Services producer price inflation, UK: July to September 2016

Quarterly estimates of price changes for services provided by a limited range of UK services industries to other UK businesses and government.

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This is an accredited national statistic.

Contact:
Email James Wells

Release date:
23 November 2016

Next release:
22 February 2017

1. Main points

The price of services sold by UK companies, as estimated by the Services Producer Price Index (SPPI), increased 1.8% in the year to Quarter 3 (July to Sept) of 2016, compared with an increase of 1.5% in the year to Quarter 2 (Apr to June) of 2016.

Between Quarters 2 and 3 of 2016, SPPI rose by 0.4%, compared with an increase of 0.6% between Quarters 1 (Jan to Mar) and 2 of 2016.

Information and communication activities showed the largest upward contribution to the annual and quarterly rates. Prices increased by 3.2% in the year to Quarter 3 of 2016 and 0.5% between Quarters 2 and 3 of 2016.

Water supply, sewerage and waste management services showed the only downward contribution to the annual rate, decreasing by 1.5% in the year to Quarter 3 of 2016.

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2. National Statistics re-assessment by the UK Statistics Authority

Following the re-assessment of services producer price indices it has been confirmed as a National Statistic - Assessment of Services Producer Price Indices.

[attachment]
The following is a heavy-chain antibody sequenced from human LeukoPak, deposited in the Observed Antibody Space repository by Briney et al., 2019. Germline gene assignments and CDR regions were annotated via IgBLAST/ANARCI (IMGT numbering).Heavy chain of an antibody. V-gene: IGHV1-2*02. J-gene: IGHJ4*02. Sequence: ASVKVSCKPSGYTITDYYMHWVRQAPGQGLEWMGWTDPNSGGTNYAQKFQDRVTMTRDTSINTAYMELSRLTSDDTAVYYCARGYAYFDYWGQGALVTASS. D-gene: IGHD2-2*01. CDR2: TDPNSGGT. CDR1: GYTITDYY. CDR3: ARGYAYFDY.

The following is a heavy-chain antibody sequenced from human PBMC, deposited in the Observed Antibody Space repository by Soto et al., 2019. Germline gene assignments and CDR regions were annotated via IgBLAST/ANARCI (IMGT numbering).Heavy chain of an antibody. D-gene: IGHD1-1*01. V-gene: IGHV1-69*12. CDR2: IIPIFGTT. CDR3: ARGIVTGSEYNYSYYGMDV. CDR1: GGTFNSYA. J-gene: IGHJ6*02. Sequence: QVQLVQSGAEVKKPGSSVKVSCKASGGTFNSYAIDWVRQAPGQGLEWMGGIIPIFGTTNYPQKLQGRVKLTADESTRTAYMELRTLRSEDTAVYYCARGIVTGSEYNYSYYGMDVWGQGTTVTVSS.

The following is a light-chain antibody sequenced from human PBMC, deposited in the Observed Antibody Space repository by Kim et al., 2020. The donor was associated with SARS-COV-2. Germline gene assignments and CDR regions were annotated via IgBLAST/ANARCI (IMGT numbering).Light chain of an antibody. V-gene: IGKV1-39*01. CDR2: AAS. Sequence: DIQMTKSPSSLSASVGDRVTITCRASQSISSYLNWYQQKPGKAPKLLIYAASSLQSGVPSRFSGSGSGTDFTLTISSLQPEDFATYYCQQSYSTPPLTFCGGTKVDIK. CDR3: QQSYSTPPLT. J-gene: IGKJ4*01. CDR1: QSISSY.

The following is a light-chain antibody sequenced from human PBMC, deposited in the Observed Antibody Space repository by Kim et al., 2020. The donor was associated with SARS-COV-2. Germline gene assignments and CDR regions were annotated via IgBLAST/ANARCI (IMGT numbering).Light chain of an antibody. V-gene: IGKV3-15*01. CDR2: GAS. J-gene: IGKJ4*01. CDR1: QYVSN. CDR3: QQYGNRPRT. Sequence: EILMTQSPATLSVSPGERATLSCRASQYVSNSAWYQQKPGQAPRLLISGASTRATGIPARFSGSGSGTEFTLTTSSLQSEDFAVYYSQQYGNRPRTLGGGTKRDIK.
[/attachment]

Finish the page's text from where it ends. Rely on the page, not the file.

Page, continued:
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3. What is services producer price inflation?

The Services Producer Price Indices (SPPI) provides a measure of inflation for the UK service sector. It is constructed from a statutory quarterly survey which measures changes in the price received for selected services provided by UK businesses to other UK businesses and government. Individual SPPIs are available which provide information on price change for a selection of service industries. These individual price indices are also aggregated together to create a service industry SPPI with limited coverage (it does not provide full coverage of the “service sector”).

The primary use of the SPPI is as a deflator in the UK National Accounts. However, it is also important as an inflationary measure to inform monetary policy and to account for inflation in long-term service procurement contracts. For more information on the use made of SPPI please see the separate document Users of Services Producer Price Index data.

The figures presented in this statistical bulletin are considered provisional for the latest 2 quarters (Quarters 2 and 3 of 2016) and may be revised as late data is received.

None of the indices presented in this bulletin are seasonally adjusted.

Coverage of SPPI

The service sector is estimated to account for around 78% of the UK economy based on its weight in gross domestic product (GDP). We do not produce an index for every industry in the service sector and so the SPPI is a partial, best estimate, of the overall inflation to UK businesses in the service sector. The SPPIs presented in this statistical bulletin are estimated to represent 59% of the total service sector at industry level. The SPPI's coverage of the service sector at standard industrial classification (SIC) class, division and section level is available in the SPPI coverage document. As resources allow, we will continue to review the existing indices and expand coverage through developing indices for new industries. As such, the SPPI will change composition from time to time but will always remain our best estimate of inflation in the UK service sector. The fact that coverage may change over time should be considered when deciding which indices best meet your needs.